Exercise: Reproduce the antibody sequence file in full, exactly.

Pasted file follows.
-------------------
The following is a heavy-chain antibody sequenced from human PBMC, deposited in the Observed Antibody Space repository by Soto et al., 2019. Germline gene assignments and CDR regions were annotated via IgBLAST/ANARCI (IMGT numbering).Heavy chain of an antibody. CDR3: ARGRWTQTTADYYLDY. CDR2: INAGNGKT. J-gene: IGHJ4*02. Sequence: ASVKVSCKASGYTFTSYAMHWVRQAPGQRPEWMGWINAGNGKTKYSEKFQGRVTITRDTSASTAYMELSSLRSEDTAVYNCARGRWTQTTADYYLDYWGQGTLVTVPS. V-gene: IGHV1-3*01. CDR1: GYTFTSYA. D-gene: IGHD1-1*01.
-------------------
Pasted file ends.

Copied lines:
The following is a heavy-chain antibody sequenced from human PBMC, deposited in the Observed Antibody Space repository by Soto et al., 2019. Germline gene assignments and CDR regions were annotated via IgBLAST/ANARCI (IMGT numbering).Heavy chain of an antibody. CDR3: ARGRWTQTTADYYLDY. CDR2: INAGNGKT. J-gene: IGHJ4*02. Sequence: ASVKVSCKASGYTFTSYAMHWVRQAPGQRPEWMGWINAGNGKTKYSEKFQGRVTITRDTSASTAYMELSSLRSEDTAVYNCARGRWTQTTADYYLDYWGQGTLVTVPS. V-gene: IGHV1-3*01. CDR1: GYTFTSYA. D-gene: IGHD1-1*01.